Grandparent and Third Party Cases
Generally speaking, only a parent may file with the court to obtain custody of a minor child. An exception exists, however, where the child is in the physical possession of a third person (not a parent). The cases are limited, however: third parties may not resort to abduction or wrongly luring a child away from the parent(s) in an effort to file a case. Where a child has been voluntarily placed with a third party-or abandoned-however, that third party may have standing to seek to obtain custody in Illinois. In one noted case, a step-father obtained custody of his step-child over the objection of the child’s biological mother. The court noted the child’s adjustment to the father’s home, the local school, and community as well as his relationship with his half-brother (the child born to the couple).1 Again, these matters can become quite intricate-call our office to learn more.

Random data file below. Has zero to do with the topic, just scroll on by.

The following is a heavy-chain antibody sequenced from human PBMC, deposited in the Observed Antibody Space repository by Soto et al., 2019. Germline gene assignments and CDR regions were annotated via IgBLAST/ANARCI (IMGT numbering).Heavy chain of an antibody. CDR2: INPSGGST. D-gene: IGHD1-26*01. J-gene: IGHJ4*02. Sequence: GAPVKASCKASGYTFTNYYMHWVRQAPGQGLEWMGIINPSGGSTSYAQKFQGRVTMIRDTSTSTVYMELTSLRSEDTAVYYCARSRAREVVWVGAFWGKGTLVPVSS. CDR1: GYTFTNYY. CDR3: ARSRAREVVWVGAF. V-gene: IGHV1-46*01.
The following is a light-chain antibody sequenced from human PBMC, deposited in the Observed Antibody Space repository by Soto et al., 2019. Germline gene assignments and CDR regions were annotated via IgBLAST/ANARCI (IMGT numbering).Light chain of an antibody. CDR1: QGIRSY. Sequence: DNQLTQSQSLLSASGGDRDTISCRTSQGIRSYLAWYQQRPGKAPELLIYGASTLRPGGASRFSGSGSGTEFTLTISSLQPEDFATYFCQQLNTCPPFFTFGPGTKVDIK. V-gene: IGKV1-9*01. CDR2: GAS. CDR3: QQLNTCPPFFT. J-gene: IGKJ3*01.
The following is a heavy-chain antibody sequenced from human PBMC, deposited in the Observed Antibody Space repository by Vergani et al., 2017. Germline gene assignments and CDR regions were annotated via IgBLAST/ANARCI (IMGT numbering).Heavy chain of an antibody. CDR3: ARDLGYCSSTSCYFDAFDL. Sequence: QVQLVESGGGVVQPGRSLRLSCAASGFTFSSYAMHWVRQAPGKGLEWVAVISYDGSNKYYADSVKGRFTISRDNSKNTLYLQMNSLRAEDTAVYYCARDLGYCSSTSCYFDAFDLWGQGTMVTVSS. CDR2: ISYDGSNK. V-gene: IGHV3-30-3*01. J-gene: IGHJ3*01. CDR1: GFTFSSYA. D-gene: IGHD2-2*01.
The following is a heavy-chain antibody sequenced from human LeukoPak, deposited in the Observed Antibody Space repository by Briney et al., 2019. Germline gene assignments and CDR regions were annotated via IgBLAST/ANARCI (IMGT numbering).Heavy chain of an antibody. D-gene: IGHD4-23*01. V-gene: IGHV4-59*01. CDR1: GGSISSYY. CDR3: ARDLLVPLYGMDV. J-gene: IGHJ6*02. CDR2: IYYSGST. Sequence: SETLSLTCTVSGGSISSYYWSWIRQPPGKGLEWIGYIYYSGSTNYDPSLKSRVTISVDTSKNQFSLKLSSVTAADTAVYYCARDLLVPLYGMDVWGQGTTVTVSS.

In a typical case, a child’s biological parents will separate, the parent keeping the child will fall on hard times and turn the child over to a relative, friend, or neighbor for the child’s sake. The adult who is then caring for the child may have a lot of trouble with things like medical care, school registration, and similar matters usually requiring parental approval or notification. Worse, without the proper court orders in place, the adult caring for the child may be liable for any harm that comes to the child. For that reason, the adult caring for the child may ask a judge to give him or her custody of the child.
If you find that you’re caring for a child other than your own, call our office to speak with one of our knowledgeable and skilled attorneys to learn what you should do to protect yourself... and the child.